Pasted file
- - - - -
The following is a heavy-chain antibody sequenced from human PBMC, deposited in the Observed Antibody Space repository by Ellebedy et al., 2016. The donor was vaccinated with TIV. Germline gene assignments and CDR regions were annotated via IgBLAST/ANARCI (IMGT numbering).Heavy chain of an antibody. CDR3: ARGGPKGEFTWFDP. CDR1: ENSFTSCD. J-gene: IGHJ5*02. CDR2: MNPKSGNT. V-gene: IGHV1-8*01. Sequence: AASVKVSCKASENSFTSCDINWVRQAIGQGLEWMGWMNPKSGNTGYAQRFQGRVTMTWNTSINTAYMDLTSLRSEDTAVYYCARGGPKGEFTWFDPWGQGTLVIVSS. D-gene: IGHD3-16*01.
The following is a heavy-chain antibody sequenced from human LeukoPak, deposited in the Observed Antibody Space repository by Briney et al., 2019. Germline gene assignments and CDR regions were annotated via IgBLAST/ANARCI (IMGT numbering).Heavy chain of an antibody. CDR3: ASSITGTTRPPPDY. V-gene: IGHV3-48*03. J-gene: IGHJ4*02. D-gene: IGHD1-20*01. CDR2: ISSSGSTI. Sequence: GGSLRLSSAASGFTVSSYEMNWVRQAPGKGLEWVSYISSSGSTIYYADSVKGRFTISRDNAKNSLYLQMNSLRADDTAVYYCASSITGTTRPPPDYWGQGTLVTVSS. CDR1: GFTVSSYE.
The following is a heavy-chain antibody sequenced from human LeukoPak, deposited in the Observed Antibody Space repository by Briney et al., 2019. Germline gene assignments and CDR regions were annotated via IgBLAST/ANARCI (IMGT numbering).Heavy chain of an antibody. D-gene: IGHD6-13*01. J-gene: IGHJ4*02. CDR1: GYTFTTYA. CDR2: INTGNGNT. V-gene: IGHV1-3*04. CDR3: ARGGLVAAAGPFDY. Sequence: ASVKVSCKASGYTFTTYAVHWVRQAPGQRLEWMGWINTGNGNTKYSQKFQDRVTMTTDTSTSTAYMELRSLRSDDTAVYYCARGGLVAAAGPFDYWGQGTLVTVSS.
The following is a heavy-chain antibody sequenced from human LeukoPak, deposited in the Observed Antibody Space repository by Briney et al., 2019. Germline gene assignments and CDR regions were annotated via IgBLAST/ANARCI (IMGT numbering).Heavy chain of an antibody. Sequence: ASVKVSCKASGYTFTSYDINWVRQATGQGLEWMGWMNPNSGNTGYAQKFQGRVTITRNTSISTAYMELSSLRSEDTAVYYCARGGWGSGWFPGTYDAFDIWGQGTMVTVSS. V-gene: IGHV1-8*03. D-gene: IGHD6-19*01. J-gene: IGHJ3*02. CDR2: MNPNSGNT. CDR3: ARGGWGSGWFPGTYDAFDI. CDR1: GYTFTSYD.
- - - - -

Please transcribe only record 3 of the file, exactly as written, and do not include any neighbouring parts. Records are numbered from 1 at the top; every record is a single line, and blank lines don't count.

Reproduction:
The following is a heavy-chain antibody sequenced from human LeukoPak, deposited in the Observed Antibody Space repository by Briney et al., 2019. Germline gene assignments and CDR regions were annotated via IgBLAST/ANARCI (IMGT numbering).Heavy chain of an antibody. D-gene: IGHD6-13*01. J-gene: IGHJ4*02. CDR1: GYTFTTYA. CDR2: INTGNGNT. V-gene: IGHV1-3*04. CDR3: ARGGLVAAAGPFDY. Sequence: ASVKVSCKASGYTFTTYAVHWVRQAPGQRLEWMGWINTGNGNTKYSQKFQDRVTMTTDTSTSTAYMELRSLRSDDTAVYYCARGGLVAAAGPFDYWGQGTLVTVSS.